Both humans and animals make up their made very quickly. The cognition process is highly influenced by the very first moment when we map the object using affective cognition. They either like you or not. They either buy your pitch or not. It is also true that both humans and animals express power through their bodies. They tumble in on themselves when they feel unsure, making themselves smaller by hunching over, crossing their arms over their chest and avoiding big movements. When they feel on top of the world, they sprawl out. The fact is that we trust those who act like experts and like the own the universe and we tend to… ignore or (even) pick on those who present themselves as weak.
The beginning of each pitch is the moment when you will be judged. You must catch the attention (in a good way) or you are doomed. And you must prove trustworthy or your message will not be trusted. Starting great will not help you close the deal but it can lead to it. Starting poor will note only minimise your chances but also leave you more and more frustrated. Luckily there is science to it. Yes, the science to start you pitch well. Well, fucking great!
Bad Brain, Bad Brain
Our brain and our psychophysiology (that it controls) can become our greatest enemies when it comes to public speaking. Your prefrontal cortex comes up with great ideas and complex messages and then the very primitive limbic system is responsible for decoding it in the brain of the investor or any other person listening. Initially it’s like Stephen Hawking talking to a fruit fly. But that’s not the only problem. The other is simply stress. This simple physiological mechanism is good for us. Only we do not seem to view it that way. Yes, you’ve heard it, stress is good for you. It can prepare your body for a better performance. It can help you see better, listen better and… it should help you present better. The problem is that most people I know and most startup pitchers I coach suffer from stage freight that jeopardises even the best communication efforts.
So you start your pitch, you are already stressed. Your cortisol levels are high and your testosterone levels are dropping. You feel stressed and you stress about being stressed. You notice the adequate physiological reactions–palm sweating, dry mouth, shallow breath and you get even more stressed as you view stress as your greatest enemy. The one you blamed for bad performance in the past. You body acts accordingly. You tumble in on yourself when feeling more and more unsure, making yourself smaller by hunching over, crossing your arms over your chest and avoiding big movements. The audience reacts to that instantly. They value you and your work as less interesting and they even pay less attention to what you say. You notice their reactions (or worse the lack of it) and stress even more.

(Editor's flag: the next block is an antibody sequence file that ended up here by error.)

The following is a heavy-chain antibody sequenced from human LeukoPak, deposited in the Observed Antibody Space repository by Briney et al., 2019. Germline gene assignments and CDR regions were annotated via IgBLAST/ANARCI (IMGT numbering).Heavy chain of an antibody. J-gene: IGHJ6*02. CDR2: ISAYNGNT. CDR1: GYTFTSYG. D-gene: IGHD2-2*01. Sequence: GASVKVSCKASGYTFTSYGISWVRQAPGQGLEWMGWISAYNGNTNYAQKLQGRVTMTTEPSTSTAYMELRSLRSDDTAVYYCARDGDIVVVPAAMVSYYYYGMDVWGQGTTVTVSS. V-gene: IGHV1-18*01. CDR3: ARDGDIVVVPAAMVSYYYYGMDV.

It’s a vicious circle. The one you can break. How? Well by reversing the process and tricking your mind. Social psychologist Amy Cuddy proved that postures change a person’s internal state and make them feel more powerful in a series of studies. Cuddy, along with her collaborator Dana Carney of Berkeley, ran an experiment in which people were directed to adopt either high-power or low-power poses for two minutes. Then they were asked if they wanted to gamble. Cuddy and Carney found that 86% of those who posed in the high-power position opted to gamble, while only 60% of the low-power posers felt comfortable taking a roll of the dice. So people who were just „power posing” for two minutes were more willing to take the risk – they felt more confident.